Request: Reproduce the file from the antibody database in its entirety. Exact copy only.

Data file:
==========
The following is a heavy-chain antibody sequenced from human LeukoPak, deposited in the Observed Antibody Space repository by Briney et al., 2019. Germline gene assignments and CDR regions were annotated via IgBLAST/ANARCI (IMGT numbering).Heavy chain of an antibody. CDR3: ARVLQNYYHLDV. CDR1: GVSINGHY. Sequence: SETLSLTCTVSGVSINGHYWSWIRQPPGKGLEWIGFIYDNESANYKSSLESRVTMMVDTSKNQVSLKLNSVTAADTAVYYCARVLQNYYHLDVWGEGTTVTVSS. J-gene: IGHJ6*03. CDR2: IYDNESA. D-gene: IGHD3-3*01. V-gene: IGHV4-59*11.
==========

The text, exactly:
The following is a heavy-chain antibody sequenced from human LeukoPak, deposited in the Observed Antibody Space repository by Briney et al., 2019. Germline gene assignments and CDR regions were annotated via IgBLAST/ANARCI (IMGT numbering).Heavy chain of an antibody. CDR3: ARVLQNYYHLDV. CDR1: GVSINGHY. Sequence: SETLSLTCTVSGVSINGHYWSWIRQPPGKGLEWIGFIYDNESANYKSSLESRVTMMVDTSKNQVSLKLNSVTAADTAVYYCARVLQNYYHLDVWGEGTTVTVSS. J-gene: IGHJ6*03. CDR2: IYDNESA. D-gene: IGHD3-3*01. V-gene: IGHV4-59*11.